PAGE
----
Horiuchi, M., K. Fukamachi and H. Oku
The area today faces two major challenges: first, how to use local natural resources in a sustainable way to avoid further neglect or destruction of Satoyama landscapes; and second, how to reorganize the management of Satoyama forest and lakeshore resources. The results of our investigation showed how solutions to the above issues were found in the context of lakeshore projects aimed at restoring reed (Phragmites communis) communities, which are important component of the Lake Biwa Satoyama landscape. Since 2002, four such projects have been successfully undertaken through the efficient use of local forest resources, mainly wood and bamboo, in wave dissipation structures and jetties which facilitate the expansion of reed communities. Management was reorganized and now consists of stakeholders which include the original Satoyama management communities, governmental bodies, resident and nonresident citizens, and nongovernmental and nonprofit organizations. The projects are a unique attempt to revive Satoyama watershed landscapes, and may serve as models in other watershed areas.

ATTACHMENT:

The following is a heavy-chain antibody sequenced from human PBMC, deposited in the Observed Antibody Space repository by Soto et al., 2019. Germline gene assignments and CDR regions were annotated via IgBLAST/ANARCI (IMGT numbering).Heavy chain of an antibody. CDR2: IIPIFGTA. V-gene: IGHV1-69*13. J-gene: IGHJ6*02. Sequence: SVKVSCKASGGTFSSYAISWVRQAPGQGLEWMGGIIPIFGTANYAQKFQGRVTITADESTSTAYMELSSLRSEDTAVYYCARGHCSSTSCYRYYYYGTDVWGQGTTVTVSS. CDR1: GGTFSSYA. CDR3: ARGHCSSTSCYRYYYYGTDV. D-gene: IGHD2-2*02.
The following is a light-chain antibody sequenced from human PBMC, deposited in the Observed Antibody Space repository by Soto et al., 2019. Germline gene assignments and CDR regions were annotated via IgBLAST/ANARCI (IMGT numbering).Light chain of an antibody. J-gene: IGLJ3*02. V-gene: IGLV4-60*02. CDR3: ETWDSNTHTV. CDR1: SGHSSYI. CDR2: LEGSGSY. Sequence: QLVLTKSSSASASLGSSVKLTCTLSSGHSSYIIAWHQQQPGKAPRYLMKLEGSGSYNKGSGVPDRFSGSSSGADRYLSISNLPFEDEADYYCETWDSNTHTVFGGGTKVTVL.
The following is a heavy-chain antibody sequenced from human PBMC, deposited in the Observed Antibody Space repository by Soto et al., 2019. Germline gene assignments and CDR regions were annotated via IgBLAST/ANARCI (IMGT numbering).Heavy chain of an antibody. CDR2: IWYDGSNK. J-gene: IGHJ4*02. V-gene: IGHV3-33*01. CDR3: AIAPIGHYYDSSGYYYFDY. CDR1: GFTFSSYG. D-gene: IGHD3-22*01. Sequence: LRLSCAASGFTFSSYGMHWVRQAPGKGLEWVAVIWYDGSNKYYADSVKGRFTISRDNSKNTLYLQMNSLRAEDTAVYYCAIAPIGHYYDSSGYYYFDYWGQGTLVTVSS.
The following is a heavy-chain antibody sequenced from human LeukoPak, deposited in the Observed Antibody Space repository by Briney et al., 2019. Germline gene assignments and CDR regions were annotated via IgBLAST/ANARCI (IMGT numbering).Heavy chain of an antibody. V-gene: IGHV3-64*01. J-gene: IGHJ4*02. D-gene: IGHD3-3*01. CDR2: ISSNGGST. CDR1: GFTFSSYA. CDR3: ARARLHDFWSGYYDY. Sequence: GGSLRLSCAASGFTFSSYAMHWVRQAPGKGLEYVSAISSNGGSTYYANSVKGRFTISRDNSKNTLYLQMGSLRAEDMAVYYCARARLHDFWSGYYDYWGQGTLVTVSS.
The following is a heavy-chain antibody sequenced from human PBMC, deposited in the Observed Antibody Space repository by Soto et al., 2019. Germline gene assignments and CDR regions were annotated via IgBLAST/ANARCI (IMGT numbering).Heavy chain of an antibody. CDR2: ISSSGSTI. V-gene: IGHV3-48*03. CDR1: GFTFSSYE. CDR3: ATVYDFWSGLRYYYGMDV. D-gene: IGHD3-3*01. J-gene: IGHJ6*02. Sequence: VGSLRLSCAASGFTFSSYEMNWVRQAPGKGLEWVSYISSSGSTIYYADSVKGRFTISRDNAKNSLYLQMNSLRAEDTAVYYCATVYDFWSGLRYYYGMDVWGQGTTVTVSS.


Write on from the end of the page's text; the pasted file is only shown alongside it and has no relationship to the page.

Landscape Ecology and Engineering